Alexander’s improved patience, floor awareness, and defensive manipulation have turned him into a more effective scorer, but those improvements have also diversified his playmaking. Scoring out of the pick-and-roll is a crucial skill for any guard, but his improved playmaking out of it forces defenders to be perfect on their assignments.
Here, Alexander dribbles tightly off the screen that dispatches Jordan Walsh before snaking toward the middle of the floor. Since Walsh is recovering to the ball, Makhel Mitchell is forced to pick up Alexander. The rest of the Creighton team does a great job of lifting up above the break, which doesn’t allow any Arkansas defenders to help at the rim. Since Alexander has drawn the attention of Mitchell, Ryan Kalkbrenner now has a free lane to roll to the rim. Alexander rewards him with a perfect lob for the easy dunk.
This time, Texas Tech switches the high pick-and-roll. Without hesitation, Alexander crosses back over and attacks the space that Kalkbrenner just rolled out of. This quick move exploits the over-eagerness of Alexander’s new defender, who is much too high. Since Alexander has acres of space to attack, his initial defender is forced to step up, leaving Kalkbrenner, in an attempt to stifle the drive. This momentary double leaves Kalkbrenner alone at the rim, and Alexander quickly finds him.
Alexander’s playmaking isn’t limited to just lobs, though. Here, he does a brilliant job of manipulating the drop defense to set up Kalkbrenner for the open three. As he comes off the screen, Kalkbrenner’s defender is deep in the lane. Instead of barreling straight to the rim, Alexander hesitates to draw his defender back in. To fully free up Kalkbrenner, Alexander takes two more dribbles to get both defenders to commit before kicking it back for the open three.
The next step that Alexander needs to take with his pick-and-roll creation is reading the entire floor. He runs a quality two-man game but doesn’t always see off-ball shooters. Here, Alexander quickly recognizes that the help defender has both feet in the lane and delivers a perfect pass to the corner shooter.
While this is a good read, it is also a fairly obvious one, as the help defender is way out of position. Alexander’s recognition and passing versatility in these situations must be much quicker. He tends to only have eyes on the two primary defenders, and he has yet to consistently show an ability to make live dribble passes, which slows down his distribution and gives defenders an extra split second to recover.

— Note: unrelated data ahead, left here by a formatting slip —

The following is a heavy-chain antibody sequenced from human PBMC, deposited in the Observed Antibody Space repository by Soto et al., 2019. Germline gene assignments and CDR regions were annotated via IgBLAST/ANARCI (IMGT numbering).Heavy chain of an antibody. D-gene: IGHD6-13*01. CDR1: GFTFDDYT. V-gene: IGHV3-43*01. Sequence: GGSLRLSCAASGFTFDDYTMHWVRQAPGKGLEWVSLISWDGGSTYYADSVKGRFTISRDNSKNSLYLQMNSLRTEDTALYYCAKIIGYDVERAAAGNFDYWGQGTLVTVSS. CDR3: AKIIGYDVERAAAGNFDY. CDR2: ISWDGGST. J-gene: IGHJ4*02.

Here, Alexander does a great job of getting to the elbow and collapsing the defense. For some reason, though, the off-ball defender is collapsing from the strong side corner when there is no need to do so. This is an action that should be exploited every single time. Instead, Alexander fails to recognize the open corner shooter and settles for a contested mid-range step back.
Alexander also must be more consistent at punishing defenders when they go under the screen. Despite the (so far) improved numbers, Alexander rarely hunts his shot from outside, as he’s still hesitant to pull up from three. Here, Trevon Brazile goes way under the initial screen, and Alexander has plenty of room to shoot. Instead, he hesitates, crosses back to his right, and reuses the screen before elevating. Since Alexander took those additional dribbles to his right, he closed the gap between Brazile. Alexander needed to confidently step into the three right away or take an additional dribble to his right after reusing the screen. Instead, he steps into a heavily contested jumper that he doesn’t even look like he wants to take.
Trey Alexander has taken massive strides as an on-ball creator. He runs an excellent two-man game and regularly gets to his spots. The single-year improvements are noticeable, but there is still more work to be done for the Creighton guard. If Alexander wants to creep into the first round of the 2023 NBA Draft, he must be more confident with his outside shot out of the pick-and-roll and improve his ability to set up off-ball shooters. We’ve already seen Alexander make a monumental leap in his game, so why can’t there be even more to discover?